感染症のモデルの場合 設定 a Received 27 November 1997; accepted 6 April 1998. 0.35 WSモデルでノードは人、感染症はリンクを伝わる 0.3 r half t=0でネットワークの1人が感染 0.25 0.2 0.15 0.0001 1. Winfree, A. T. The Geometry of Biological Time (Springer, New York, 1980). 2. Kuramoto, Y. Chemical Oscillations, Waves, and Turbulence (Springer, Berlin, 1984). 3. Strogatz, S. H. & Stewart, I. Coupled oscillators and biological synchronization. Sci. Am. 269(6), 102– 109 (1993). 4. Bressloff, P. C., Coombes, S. & De Souza, B. Dynamics of a ring of pulse-coupled oscillators: a group theoretic approach. Phys. Rev. Lett. 79, 2791–2794 (1997). 5. Braiman, Y., Lindner, J. F. & Ditto, W. L. Taming spatiotemporal chaos with disorder. Nature 378, 465–467 (1995). 6. Wiesenfeld, K. New results on frequency-locking dynamics of disordered Josephson arrays. Physica B 222, 315–319 (1996). 7. Gerhardt, M., Schuster, H. & Tyson, J. J. A cellular automaton model of excitable media including curvature and dispersion. Science 247, 1563–1566 (1990). 8. Collins, J. J., Chow, C. C. & Imhoff, T. T. Stochastic resonance without tuning. Nature 376, 236–238 (1995). 9. Hopfield, J. J. & Herz, A. V. M. Rapid local synchronization of action potentials: Toward computation with coupled integrate-and-fire neurons. Proc. Natl Acad. Sci. USA 92, 6655–6662 (1995). 10. Abbott, L. F. & van Vreeswijk, C. Asynchronous states in neural networks of pulse-coupled oscillators. Phys. Rev. E 48(2), 1483–1490 (1993). 11. Nowak, M. A. & May, R. M. Evolutionary games and spatial chaos. Nature 359, 826–829 (1992). 12. Kauffman, S. A. Metabolic stability and epigenesis in randomly constructed genetic nets. J. Theor. Biol. 22, 437–467 (1969). 13. Milgram, S. The small world problem. Psychol. Today 2, 60–67 (1967). 14. Kochen, M. (ed.) The Small World (Ablex, Norwood, NJ, 1989). 15. Guare, J. Six Degrees of Separation: A Play (Vintage Books, New York, 1990). half ´ 16. Bollabas, B. Random Graphs (Academic, London, 1985). 17. Achacoso, T. B. & Yamamoto, W. S. AY’s Neuroanatomy of C. elegans for Computation (CRC Press, Boca Raton, FL, 1992). 18. Wasserman, S. & Faust, K. Social Network Analysis: Methods and Applications (Cambridge Univ. Press, 1994). 19. Phadke, A. G. & Thorp, J. S. Computer Relaying for Power Systems (Wiley, New York, 1988). 20. Sattenspiel, L. & Simon, C. P. The spread and persistence of infectious diseases in structured populations. Math. Biosci. 90, 341–366 (1988). 21. Longini, I. M. Jr A mathematical model for predicting the geographic spread of new infectious agents. Math. Biosci. 90, 367–383 (1988). 22. Hess, G. Disease in metapopulation models: implications for conservation. Ecology 77, 1617–1632 (1996). 23. Blythe, S. P., Castillo-Chavez, C. & Palmer, J. S. Toward a unified theory of sexual mixing and pair formation. Math. Biosci. 107, 379–405 (1991). 24. Kretschmar, M. & Morris, M. Measures of concurrency in networks and the spread of infectious disease. Math. Biosci. 133, 165–195 (1996). 25. Das, R., Mitchell, M. & Crutchfield, J. P. in Parallel Problem Solving from Nature (eds Davido, Y., ¨ Schwefel, H.-P. & Manner, R.) 344–353 (Lecture Notes in Computer Science 866, Springer, Berlin, 1994). 26. Axelrod, R. The Evolution of Cooperation (Basic Books, New York, 1984). 感染者はつながりのある健常者を確率rで感染させる 0.001 0.01 0.1 1 p 一定時間後、感染者は取り除かれる(免疫 or 死亡) 結果 b 1 T(p) /T(0) L(p) /L(0) 0.8 a:臨界感染率r (集団半分が感染するのに必要なr)は pを大きくするにしたがい減少 0.6 b:集団全体が感染するのにかかる時間TはLと同じ挙動 0.4 SW結合のもとでは感染症はすぐ広まる 0.2 0 0.0001 0.001 0.01 0.1 1 p Figure 3 Simulation results for a simple model of disease spreading. The community structure is given by one realization of the family of randomly rewired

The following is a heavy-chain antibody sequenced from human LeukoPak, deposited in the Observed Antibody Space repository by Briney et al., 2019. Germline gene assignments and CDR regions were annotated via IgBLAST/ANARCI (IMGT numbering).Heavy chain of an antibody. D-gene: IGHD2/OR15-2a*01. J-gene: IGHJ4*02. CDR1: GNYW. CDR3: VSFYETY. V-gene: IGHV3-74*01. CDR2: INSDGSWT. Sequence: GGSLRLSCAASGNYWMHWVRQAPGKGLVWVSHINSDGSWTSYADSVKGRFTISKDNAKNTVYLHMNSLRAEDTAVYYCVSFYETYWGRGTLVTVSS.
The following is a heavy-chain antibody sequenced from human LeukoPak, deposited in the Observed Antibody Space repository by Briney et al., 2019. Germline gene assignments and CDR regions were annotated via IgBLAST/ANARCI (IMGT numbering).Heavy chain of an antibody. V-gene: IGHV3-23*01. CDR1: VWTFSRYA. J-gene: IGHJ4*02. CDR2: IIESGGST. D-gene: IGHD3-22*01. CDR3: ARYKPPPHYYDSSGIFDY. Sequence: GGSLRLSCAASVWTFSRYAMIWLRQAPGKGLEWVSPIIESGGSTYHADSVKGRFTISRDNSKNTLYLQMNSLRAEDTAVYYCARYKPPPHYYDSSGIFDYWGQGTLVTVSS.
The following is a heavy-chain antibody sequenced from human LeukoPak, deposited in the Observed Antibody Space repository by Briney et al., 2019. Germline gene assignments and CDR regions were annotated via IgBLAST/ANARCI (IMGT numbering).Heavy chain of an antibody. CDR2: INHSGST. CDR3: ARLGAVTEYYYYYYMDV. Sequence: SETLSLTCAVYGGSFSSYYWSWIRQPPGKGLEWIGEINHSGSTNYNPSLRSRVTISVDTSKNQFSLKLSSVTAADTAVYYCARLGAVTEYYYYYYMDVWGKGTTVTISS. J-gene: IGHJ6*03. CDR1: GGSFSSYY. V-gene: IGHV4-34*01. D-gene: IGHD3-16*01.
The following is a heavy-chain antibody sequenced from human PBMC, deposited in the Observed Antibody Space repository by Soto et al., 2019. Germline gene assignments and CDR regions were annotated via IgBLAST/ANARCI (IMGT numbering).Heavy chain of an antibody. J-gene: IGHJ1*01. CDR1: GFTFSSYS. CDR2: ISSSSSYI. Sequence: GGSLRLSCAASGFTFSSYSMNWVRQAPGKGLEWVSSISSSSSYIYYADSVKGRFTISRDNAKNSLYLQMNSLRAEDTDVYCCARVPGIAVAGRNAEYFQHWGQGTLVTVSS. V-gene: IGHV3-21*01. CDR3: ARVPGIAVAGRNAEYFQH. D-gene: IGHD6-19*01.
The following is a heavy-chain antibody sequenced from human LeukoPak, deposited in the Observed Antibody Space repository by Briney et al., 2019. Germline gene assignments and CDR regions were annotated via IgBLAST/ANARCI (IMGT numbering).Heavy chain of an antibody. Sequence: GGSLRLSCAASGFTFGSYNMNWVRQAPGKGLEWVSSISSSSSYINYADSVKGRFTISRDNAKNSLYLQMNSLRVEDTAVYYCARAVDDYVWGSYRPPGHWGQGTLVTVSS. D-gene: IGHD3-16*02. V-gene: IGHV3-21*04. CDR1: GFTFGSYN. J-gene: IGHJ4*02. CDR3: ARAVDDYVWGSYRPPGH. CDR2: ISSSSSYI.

• 9. スモールワールド結合の効用:
 他のモデルの場合 計算タスクを解くセルオートマトン
 SWネットワーク上の多数決原理は高性能 複数エージェントによる繰り返し囚人のジレンマゲーム
 TFT戦略をする集団でショートカットを増やすと協調が起こりにくくなる SWネットワーク上の結合位相振動子
 平均場モデルと同じぐらい、しかし少ないリンクで同期する
  • 10. まとめ 実世界のネットワークは規則的なものとランダムの中間?
 でもあまり研究されていなかった WSモデルを提案してその構造を調べた
 大きな結合係数(∼正則)と小さな平均距離(∼ランダム)を併せもつ
 スモールワールド(SW)・ネットワークが存在 実世界のネットワークもSWだった
 映画俳優の競演関係、米国西海岸の送電網、Cエレガンスの神経回路網 SW結合の効用
 感染症が広まりやすい、信号の伝達速度/計算能力/同期が向上